7. Arthur Huang & David Levinson, 2009. "Modeling phase changes of road networks," Working Papers 000061, University of Minnesota: Nexus Research Group.
    8. Ding, Rui & Ujang, Norsidah & Hamid, Hussain bin & Manan, Mohd Shahrudin Abd & Li, Rong & Wu, Jianjun, 2017. "Heuristic urban transportation network design method, a multilayer coevolution approach," Physica A: Statistical Mechanics and its Applications, Elsevier, vol. 479(C), pages 71-83.
    9. Chandra Balijepalli & Simon Shepherd, 2016. "Cordon tolls and competition between cities with symmetric and asymmetric interactions," Transportation, Springer, vol. 43(5), pages 797-821, September.
    10. Tongfei Li & Jianjun Wu & Huijun Sun & Ziyou Gao, 2016. "Integrated Co-evolution Model of Land Use and Traffic Network Design," Networks and Spatial Economics, Springer, vol. 16(2), pages 579-603, June.
    11. Levinson, David & Xie, Feng, 2011. "Does First Last? The Existence and Extent of First Mover Advantages on Spatial Networks," The Journal of Transport and Land Use, Center for Transportation Studies, University of Minnesota, vol. 4(2), pages 47-69.
    12. Pinjari, Abdul Rawoof & Bhat, Chandra R. & Hensher, David A., 2009. "Residential self-selection effects in an activity time-use behavior model," Transportation Research Part B: Methodological, Elsevier, vol. 43(7), pages 729-748, August.
    13. Mengying Cui & David Levinson, 2015. "Accessibility and the Ring of Unreliability," Working Papers 000133, University of Minnesota: Nexus Research Group.
    14. Erik T. Verhoef, 2007. "Private Roads," Tinbergen Institute Discussion Papers 07-093/3, Tinbergen Institute, revised 25 Jun 2008.
    15. Michael Iacono & David Levinson & Ahmed El-Geneidy, 2007. "Models of Transportation and Land Use Change: A Guide to the Territory," Working Papers 200805, University of Minnesota: Nexus Research Group.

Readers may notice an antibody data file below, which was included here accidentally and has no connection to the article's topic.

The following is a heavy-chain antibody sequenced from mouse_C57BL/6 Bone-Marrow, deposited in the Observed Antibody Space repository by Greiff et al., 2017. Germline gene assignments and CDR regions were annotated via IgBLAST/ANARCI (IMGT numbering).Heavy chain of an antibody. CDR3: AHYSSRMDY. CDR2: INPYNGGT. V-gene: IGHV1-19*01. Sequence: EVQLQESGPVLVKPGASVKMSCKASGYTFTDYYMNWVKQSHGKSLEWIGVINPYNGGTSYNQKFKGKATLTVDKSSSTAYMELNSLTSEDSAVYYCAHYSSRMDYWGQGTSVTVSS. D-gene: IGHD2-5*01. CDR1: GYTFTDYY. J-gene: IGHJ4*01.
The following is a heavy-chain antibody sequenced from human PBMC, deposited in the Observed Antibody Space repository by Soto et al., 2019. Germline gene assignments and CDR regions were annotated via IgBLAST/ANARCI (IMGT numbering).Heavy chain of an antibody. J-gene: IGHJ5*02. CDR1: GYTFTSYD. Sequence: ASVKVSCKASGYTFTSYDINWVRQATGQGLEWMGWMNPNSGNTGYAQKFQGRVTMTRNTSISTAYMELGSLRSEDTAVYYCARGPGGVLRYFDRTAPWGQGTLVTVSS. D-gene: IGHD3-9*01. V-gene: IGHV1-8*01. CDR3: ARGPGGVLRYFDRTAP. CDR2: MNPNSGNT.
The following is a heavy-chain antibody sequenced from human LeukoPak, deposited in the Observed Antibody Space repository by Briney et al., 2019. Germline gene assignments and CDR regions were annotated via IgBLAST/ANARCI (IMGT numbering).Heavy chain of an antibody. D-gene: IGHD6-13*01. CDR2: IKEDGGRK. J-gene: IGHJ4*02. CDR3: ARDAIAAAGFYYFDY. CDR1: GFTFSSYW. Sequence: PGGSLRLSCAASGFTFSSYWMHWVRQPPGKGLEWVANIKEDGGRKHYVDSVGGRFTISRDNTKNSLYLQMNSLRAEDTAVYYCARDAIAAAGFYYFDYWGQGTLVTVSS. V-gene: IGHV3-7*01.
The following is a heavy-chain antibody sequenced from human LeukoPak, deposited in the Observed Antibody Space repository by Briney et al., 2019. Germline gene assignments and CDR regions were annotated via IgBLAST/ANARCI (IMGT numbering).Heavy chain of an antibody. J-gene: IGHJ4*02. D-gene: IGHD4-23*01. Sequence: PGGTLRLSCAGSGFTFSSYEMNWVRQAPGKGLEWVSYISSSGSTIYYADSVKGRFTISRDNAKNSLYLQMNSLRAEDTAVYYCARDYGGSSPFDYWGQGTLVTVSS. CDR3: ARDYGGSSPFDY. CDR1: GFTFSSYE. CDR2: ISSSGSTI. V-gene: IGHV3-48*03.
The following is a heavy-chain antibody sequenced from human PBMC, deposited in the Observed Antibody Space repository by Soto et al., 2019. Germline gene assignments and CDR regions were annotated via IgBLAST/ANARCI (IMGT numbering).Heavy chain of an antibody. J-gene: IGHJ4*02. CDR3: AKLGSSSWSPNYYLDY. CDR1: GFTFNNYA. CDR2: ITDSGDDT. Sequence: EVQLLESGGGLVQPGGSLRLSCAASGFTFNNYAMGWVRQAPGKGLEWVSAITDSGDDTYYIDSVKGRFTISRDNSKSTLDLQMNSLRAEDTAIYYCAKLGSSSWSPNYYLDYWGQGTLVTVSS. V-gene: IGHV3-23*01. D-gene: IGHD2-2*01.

16. Feng Xie & David Levinson, 2009. "Jurisdictional Control and Network Growth," Networks and Spatial Economics, Springer, vol. 9(3), pages 459-483, September.

    More about this item

    Keywords

    Self-organization; network growth; network evolution; transportation planning;

    JEL classification:

    • R40 - Urban, Rural, Regional, Real Estate, and Transportation Economics - - Transportation Economics - - - General
    • R42 - Urban, Rural, Regional, Real Estate, and Transportation Economics - - Transportation Economics - - - Government and Private Investment Analysis; Road Maintenance; Transportation Planning
    • R48 - Urban, Rural, Regional, Real Estate, and Transportation Economics - - Transportation Economics - - - Government Pricing and Policy
    • D10 - Microeconomics - - Household Behavior - - - General
    • D83 - Microeconomics - - Information, Knowledge, and Uncertainty - - - Search; Learning; Information and Knowledge; Communication; Belief; Unawareness
    • D85 - Microeconomics - - Information, Knowledge, and Uncertainty - - - Network Formation
    • O33 - Economic Development, Innovation, Technological Change, and Growth - - Innovation; Research and Development; Technological Change; Intellectual Property Rights - - - Technological Change: Choices and Consequences; Diffusion Processes